The Billary Road to Republican Victory

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The New York Times

The Billary Road to Republican Victory

by
Frank Rich

In the wake of George W. Bush, even a miracle might not be enough for the Republicans to hold on to the White House in 2008. But what about two miracles? The new year's twin resurrections of Bill Clinton and John McCain, should they not evaporate, at last give the G.O.P. a highly plausible route to victory.

Amazingly, neither party seems to fully recognize the contours of the road map. In the Democrats' case, the full-throttle emergence of Billary, the joint Clinton candidacy, is measured mainly within the narrow confines of the short-term horse race: Do Bill Clinton's red-faced eruptions and fact-challenged rants enhance or diminish his wife as a woman and a candidate?

Absent from this debate is any sober recognition that a Hillary Clinton nomination, if it happens, will send the Democrats into the general election with a new and huge peril that may well dwarf the current wars over race, gender and who said what about Ronald Reagan.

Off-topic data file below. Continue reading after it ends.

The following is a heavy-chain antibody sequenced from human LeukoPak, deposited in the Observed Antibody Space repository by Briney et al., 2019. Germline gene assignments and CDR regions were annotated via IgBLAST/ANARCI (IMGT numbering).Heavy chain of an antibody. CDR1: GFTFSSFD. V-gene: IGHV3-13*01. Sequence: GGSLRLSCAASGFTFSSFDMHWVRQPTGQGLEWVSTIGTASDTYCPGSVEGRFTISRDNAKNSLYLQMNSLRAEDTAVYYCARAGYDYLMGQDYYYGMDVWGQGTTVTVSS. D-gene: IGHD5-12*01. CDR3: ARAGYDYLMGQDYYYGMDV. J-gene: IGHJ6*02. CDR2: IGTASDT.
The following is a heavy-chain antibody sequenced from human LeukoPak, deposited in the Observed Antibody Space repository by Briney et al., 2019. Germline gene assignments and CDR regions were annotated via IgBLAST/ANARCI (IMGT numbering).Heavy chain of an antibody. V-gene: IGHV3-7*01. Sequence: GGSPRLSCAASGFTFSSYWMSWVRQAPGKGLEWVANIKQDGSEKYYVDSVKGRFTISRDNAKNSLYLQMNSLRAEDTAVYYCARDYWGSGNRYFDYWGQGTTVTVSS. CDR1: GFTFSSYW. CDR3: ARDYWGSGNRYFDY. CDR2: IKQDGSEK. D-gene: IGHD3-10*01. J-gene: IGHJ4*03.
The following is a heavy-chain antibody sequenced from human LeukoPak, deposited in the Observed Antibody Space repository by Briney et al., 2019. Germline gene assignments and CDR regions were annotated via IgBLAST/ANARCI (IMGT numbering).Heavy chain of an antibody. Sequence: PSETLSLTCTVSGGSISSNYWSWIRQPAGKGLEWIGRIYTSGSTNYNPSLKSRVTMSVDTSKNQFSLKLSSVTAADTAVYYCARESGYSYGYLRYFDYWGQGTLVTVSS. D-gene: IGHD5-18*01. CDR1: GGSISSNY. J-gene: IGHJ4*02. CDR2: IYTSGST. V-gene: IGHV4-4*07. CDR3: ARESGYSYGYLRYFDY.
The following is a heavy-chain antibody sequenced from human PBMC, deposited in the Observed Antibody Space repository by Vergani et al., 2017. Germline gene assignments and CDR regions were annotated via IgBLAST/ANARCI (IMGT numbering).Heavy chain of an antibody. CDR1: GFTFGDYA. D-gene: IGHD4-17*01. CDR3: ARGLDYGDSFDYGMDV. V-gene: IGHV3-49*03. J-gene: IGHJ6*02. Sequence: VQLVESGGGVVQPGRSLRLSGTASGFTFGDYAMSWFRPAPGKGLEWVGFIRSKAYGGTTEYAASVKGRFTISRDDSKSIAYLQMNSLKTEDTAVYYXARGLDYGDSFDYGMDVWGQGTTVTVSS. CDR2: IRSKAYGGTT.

What has gone unspoken is this: Up until this moment, Hillary has successfully deflected rough questions about Bill by saying, "I'm running on my own" or, as she snapped at Barack Obama in the last debate, "Well, I'm here; he's not." This sleight of hand became officially inoperative once her husband became a co-candidate, even to the point of taking over entirely when she vacated South Carolina last week. With "two for the price of one" back as the unabashed modus operandi, both Clintons are in play.

For the Republicans, that means not just a double dose of the one steroid, Clinton hatred, that might yet restore their party's unity but also two fat targets. Mrs. Clinton repeatedly talks of how she's been "vetted" and that "there are no surprises" left to be mined by her opponents. On the "Today" show Friday, she joked that the Republican attacks "are just so old." So far. Now that Mr. Clinton is ubiquitous, not only is his past back on the table but his post-presidency must be vetted as well. To get a taste of what surprises may be in store, you need merely revisit the Bill Clinton questions that Hillary Clinton has avoided to date.